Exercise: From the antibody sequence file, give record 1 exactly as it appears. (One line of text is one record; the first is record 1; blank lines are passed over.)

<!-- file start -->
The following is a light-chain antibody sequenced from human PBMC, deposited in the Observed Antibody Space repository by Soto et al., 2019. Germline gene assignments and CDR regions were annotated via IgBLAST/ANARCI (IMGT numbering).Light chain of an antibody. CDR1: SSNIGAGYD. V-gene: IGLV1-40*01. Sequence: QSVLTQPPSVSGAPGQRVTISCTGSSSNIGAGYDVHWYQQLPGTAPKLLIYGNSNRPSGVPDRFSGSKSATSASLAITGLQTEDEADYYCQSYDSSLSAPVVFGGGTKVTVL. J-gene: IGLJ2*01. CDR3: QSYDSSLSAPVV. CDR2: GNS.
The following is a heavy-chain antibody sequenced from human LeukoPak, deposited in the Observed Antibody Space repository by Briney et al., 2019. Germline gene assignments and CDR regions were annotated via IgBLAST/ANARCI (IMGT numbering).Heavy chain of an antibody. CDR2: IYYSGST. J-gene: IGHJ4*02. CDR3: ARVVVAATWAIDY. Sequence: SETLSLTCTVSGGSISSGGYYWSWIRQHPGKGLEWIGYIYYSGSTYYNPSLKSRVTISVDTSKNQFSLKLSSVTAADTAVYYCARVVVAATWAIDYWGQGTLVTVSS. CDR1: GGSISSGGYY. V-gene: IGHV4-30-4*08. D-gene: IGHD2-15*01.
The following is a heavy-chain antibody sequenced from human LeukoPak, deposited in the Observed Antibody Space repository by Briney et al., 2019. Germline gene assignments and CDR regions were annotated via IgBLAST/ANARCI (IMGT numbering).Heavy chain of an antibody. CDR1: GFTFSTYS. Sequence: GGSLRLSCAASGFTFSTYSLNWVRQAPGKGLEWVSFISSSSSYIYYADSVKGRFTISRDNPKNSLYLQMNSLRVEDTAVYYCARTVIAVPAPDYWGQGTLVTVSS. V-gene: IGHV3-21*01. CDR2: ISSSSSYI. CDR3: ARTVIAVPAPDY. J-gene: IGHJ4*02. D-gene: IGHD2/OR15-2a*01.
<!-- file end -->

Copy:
The following is a light-chain antibody sequenced from human PBMC, deposited in the Observed Antibody Space repository by Soto et al., 2019. Germline gene assignments and CDR regions were annotated via IgBLAST/ANARCI (IMGT numbering).Light chain of an antibody. CDR1: SSNIGAGYD. V-gene: IGLV1-40*01. Sequence: QSVLTQPPSVSGAPGQRVTISCTGSSSNIGAGYDVHWYQQLPGTAPKLLIYGNSNRPSGVPDRFSGSKSATSASLAITGLQTEDEADYYCQSYDSSLSAPVVFGGGTKVTVL. J-gene: IGLJ2*01. CDR3: QSYDSSLSAPVV. CDR2: GNS.